Cricopharyngeal Myotomy Workup

Updated: Aug 23, 2017
  • Author: Neil Bhattacharyya, MD; Chief Editor: Arlen D Meyers, MD, MBA  more...
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Workup

Imaging Studies

Video fluoroscopic swallowing study

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  • Traditionally, this study has been the primary tool in the diagnosis of cricopharyngeal achalasia. During VFSS, the patient is asked to swallow barium-coated material of different varieties, including liquid barium, while cineradiographic data are collected as the bolus is followed from swallow initiation in the oral cavity to the delivery of the bolus to the stomach. This provides real-time dynamic assessment of the swallow; the video can subsequently be slowed down and analyzed in more detail.
  • The classic finding on a diagnostic VFSS of cricopharyngeal achalasia is the presence of the horizontal bar (often called the cricopharyngeal bar) at the level of the cricoid cartilage. This makes a posterior indentation in the barium column that persists throughout the swallow. The VFSS also provides information about the presence or absence of laryngeal spillover, aspiration, nasopharyngeal regurgitation, and pharyngeal stasis, each of which may accompany cricopharyngeal dysfunction.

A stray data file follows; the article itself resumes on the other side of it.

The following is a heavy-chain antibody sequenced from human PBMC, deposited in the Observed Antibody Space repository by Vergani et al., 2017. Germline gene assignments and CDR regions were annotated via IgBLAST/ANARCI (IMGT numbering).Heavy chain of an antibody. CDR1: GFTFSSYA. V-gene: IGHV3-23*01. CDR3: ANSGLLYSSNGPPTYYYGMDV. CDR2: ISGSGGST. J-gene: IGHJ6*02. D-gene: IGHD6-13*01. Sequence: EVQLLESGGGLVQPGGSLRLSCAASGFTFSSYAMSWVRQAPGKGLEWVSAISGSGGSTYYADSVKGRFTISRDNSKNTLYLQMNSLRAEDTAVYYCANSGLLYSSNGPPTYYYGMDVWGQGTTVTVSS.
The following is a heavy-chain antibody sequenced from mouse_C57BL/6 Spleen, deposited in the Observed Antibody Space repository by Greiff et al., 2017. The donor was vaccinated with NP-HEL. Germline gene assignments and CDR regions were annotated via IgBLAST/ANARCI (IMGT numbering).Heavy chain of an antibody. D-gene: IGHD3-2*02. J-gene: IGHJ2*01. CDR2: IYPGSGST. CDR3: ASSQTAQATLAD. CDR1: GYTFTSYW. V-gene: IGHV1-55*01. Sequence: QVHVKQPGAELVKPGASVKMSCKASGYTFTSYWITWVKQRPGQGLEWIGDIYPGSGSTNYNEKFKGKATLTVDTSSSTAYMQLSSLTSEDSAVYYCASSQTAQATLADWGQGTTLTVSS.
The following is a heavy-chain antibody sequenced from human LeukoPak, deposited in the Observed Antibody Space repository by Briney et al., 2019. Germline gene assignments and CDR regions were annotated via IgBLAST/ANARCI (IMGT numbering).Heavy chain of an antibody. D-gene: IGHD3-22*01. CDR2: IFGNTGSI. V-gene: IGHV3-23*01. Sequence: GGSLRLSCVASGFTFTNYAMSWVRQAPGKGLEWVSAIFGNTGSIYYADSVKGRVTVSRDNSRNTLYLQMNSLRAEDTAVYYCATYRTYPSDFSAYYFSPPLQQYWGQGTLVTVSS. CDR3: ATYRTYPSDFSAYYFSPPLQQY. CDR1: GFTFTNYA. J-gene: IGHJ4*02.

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Other Tests

Recent interest in manometric study of the upper esophageal sphincter (UES) has surfaced in the literature. Lack of data and standardization for this study has prevented the widespread use of manometry in the assessment of cricopharyngeal dysfunction. This is further complicated because manometric measurements may be taken in the anteroposterior direction, lateral direction, or as a radial force. In addition, the presence of the manometer may stimulate cricopharyngeal spasm. Several studies have also demonstrated that the results of UES manometry may contradict findings on VFSS examination. At this point, the diagnostic value of UES manometry has not been thoroughly assessed in the literature.

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Histologic Findings

In most instances, a muscle biopsy is not taken during a standard cricopharyngeal myotomy. However, because some authors advocate removing a strip of muscle to prevent reattachment of the sectioned fibers, some data are available on the histopathology of the cricopharyngeus in cricopharyngeal dysfunction. In most cases, the cricopharyngeus muscle is normal on light microscopy. Patients with cricopharyngeal dysfunction related to neuromuscular disorders may demonstrate variable pathology including atrophy, hypertrophy, replacement with fibrotic tissue, or evidence of frank myositis. Special cases of myositis include muscle inflammation associated with dermatomyositis or inclusion body myositis.

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